Eczema is a general term used for several common types of skin rashes, which share the features of skin irritation, redness, weeping, scaling, and itching. The two main drivers of eczema are skin barrier disruption and an exaggerated immune response. People who live in dry climates such as Denver, Colorado are more likely to develop eczema.
When eczema is due to contact allergy (such as poison ivy), avoidance of the offending allergen will usually prevent the rash from recurring. Individuals with a tendency toward chronic eczema must develop a good skin care routine, avoid things that lead to flares, and treat symptoms when they occur.
Taking a warm (not very hot) bath for 20 minutes, using a soap-free cleanser, followed by the application of an occlusive moisturizer, can retain water in the skin and give relief from itching. The newer ceramide-containing moisturizers (e.g. Cerave cream) can be very helpful. In Colorado, moisturizing is particularly important, and use of humidifiers in the winter months is recommended. For skin that is oozy or crusty, it can sometimes be helpful to add a small amount of bleach to the bathtub (a quarter cup of regular, not concentrated bleach to a half tub of water) for anti-bacterial purposes (bleach baths).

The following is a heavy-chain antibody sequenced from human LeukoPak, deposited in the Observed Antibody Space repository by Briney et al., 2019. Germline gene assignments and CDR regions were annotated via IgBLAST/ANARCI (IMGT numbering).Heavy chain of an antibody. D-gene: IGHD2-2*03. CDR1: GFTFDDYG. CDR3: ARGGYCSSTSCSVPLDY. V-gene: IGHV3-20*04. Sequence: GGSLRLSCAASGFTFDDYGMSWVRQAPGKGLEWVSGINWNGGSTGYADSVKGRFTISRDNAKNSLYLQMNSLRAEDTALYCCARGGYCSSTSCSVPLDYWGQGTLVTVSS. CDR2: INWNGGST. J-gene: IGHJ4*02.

Some people can improve their eczema by avoiding allergens such as certain foods (e.g. eggs, peanuts, milk, soy, or wheat), dust mites, mold, pollen, and dog or cat dander. Eczema may also be worsened by irritants such as wool, soaps, perfumes, makeup, dust, or cigarette smoke.
Patch testing is used to test a panel of allergens on the patient’s skin to check for any positive reactions. Many doctors will start with the TRUE Test but testing with additional allergens may be necessary. Patch testing is non-invasive and does not involve any needle sticks. Patches with small amounts of various allergens are taped to the back and left on for two days. When the patches are removed, the skin is examined for any evidence of reaction to any of the allergens.
Topical steroids are a first-line treatment for eczema flares and are usually effective. However, topical steroids are best used as a short-term or intermittent treatment to avoid the side effect of skin atrophy or thinning. Newer steroid-free products such as Eucrisa ointment can be very helpful. For severe eczema flares, a brief course of oral prednisone may be required. If an individual has infected eczema, an oral antibiotic may be necessary. Oral antihistamines can be useful to reduce itching and scratching.
Dupixent (dupilumab) is an exciting breakthrough treatment for the treatment of severe or recalcitrant eczema. It is given as an injection at home every other week. Dupixent targets a specific part of the immune system (IL-4 and IL-13), which decreases inflammation and improves the skin barrier. Dupixent can provide dramatic relief from eczema, without risking some of the harsh side effects of older medications.